Goldman Sachs is muscling into an area dominated by Blackstone Group LP, namely, bankrolling those who seek to start a hedge fund. According to a story from Bloomberg, Goldman has been trying to attract investors for a “seeder” fund, which provides startup capital to new hedge funds in return for percentage of their fees.

This follows on the heels of Blackstone, which reportedly raised $2.4 billion for its second seeder fund.  Other firms such as Reservoir Capital Group, Larch Lane Advisors LLC and PineBridge Investments LLC are also seeding new funds. Post-financial crisis, even the top fund managers and traders who are trying to launch their own hedge funds are finding it tough slogging. But a firm backed by capital from respected institution such as Goldman or Blackstone may have an edge in attracting new investors.

Nevertheless, it’s still a risky proposition. Roughly half of the 100 or so firms that were in the business of financing startups prior to 2008 have cut back on their seeding or left the industry, according to Alexis Graham, co-founder of Acceleration Capital Group.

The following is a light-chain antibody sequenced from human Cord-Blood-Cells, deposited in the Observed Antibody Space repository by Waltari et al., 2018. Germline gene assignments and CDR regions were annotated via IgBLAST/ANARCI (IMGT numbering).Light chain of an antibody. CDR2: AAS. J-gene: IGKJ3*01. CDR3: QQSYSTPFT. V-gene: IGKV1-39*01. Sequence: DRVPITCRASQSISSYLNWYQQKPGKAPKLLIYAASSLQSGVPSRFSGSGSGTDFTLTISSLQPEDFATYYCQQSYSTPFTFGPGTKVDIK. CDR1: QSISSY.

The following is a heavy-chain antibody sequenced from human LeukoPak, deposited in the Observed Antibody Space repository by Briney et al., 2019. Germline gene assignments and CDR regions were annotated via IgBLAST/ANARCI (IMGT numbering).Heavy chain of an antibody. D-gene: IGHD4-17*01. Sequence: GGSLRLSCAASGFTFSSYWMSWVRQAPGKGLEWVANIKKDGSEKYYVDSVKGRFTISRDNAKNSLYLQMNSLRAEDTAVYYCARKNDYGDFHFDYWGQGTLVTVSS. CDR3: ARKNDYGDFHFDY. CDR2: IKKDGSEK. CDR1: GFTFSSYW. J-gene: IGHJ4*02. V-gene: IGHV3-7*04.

Seeder funds generally invest from $100 to $150 million in a new hedge fund to help the manager begin trading. In return, the seeder fund gets between 15 to 25 percent of the hedge fund’s fees, out of the 2 percent of assets that funds take in from their management fees.

However, this seed capital is often locked up in the hedge fund for anywhere from three to five years, when the initial investors can get their capital back. The seeding funds retain their ownership stake until it’s bought out by the hedge fund or a third party.

Blackstone, the world’s largest private-equity firm, started its first seeder fund in 2007 with $1.1 billion, and took stakes in eight managers. While one of the hedge funds failed in 2008, the company’s seeder portfolio has returned roughly 50 percent since inception, according to investors. The remaining hedge funds collectively manage $7 billion, and three of them are larger than $1 billion. This includes Senrigan Capital Group Ltd., run by ex- Citadel LLC trader Nick Taylor in Hong Kong.

You can read more about the challenges facing seeder funds and some of the standouts in this category by checking out the Bloomberg article.

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